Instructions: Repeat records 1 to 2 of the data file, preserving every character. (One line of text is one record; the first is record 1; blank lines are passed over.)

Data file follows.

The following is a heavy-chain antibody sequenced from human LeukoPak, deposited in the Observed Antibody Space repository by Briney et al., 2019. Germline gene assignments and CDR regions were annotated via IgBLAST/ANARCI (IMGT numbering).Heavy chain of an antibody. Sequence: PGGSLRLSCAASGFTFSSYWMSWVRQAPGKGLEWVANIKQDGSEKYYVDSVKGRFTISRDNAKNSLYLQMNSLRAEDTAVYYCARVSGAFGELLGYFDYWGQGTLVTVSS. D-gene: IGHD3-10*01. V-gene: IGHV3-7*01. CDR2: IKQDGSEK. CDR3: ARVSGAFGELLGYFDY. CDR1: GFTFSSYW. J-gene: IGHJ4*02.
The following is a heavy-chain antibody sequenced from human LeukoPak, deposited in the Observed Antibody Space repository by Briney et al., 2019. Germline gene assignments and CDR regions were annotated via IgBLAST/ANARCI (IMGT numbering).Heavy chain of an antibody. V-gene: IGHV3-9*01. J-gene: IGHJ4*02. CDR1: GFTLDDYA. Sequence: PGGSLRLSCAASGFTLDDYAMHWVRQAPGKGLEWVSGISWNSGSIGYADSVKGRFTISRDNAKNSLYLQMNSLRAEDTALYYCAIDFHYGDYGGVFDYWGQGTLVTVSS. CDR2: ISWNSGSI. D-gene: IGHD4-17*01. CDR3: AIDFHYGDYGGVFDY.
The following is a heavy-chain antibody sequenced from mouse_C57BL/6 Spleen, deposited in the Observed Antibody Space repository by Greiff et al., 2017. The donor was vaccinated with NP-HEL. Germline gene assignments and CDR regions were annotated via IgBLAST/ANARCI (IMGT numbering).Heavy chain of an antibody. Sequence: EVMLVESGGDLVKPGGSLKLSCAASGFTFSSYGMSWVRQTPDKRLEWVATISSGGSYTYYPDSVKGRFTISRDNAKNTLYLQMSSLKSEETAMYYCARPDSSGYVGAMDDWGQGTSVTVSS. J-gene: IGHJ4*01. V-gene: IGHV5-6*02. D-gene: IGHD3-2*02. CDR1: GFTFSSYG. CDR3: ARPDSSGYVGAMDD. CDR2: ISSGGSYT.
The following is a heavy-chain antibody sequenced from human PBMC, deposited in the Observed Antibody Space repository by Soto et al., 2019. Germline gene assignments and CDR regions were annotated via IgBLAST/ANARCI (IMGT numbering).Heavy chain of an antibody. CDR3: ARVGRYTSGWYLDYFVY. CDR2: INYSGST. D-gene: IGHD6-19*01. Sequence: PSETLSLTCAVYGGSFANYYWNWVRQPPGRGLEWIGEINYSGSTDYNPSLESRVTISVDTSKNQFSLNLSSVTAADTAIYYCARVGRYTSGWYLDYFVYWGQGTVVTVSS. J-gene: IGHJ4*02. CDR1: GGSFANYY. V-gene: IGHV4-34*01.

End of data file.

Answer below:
The following is a heavy-chain antibody sequenced from human LeukoPak, deposited in the Observed Antibody Space repository by Briney et al., 2019. Germline gene assignments and CDR regions were annotated via IgBLAST/ANARCI (IMGT numbering).Heavy chain of an antibody. Sequence: PGGSLRLSCAASGFTFSSYWMSWVRQAPGKGLEWVANIKQDGSEKYYVDSVKGRFTISRDNAKNSLYLQMNSLRAEDTAVYYCARVSGAFGELLGYFDYWGQGTLVTVSS. D-gene: IGHD3-10*01. V-gene: IGHV3-7*01. CDR2: IKQDGSEK. CDR3: ARVSGAFGELLGYFDY. CDR1: GFTFSSYW. J-gene: IGHJ4*02.
The following is a heavy-chain antibody sequenced from human LeukoPak, deposited in the Observed Antibody Space repository by Briney et al., 2019. Germline gene assignments and CDR regions were annotated via IgBLAST/ANARCI (IMGT numbering).Heavy chain of an antibody. V-gene: IGHV3-9*01. J-gene: IGHJ4*02. CDR1: GFTLDDYA. Sequence: PGGSLRLSCAASGFTLDDYAMHWVRQAPGKGLEWVSGISWNSGSIGYADSVKGRFTISRDNAKNSLYLQMNSLRAEDTALYYCAIDFHYGDYGGVFDYWGQGTLVTVSS. CDR2: ISWNSGSI. D-gene: IGHD4-17*01. CDR3: AIDFHYGDYGGVFDY.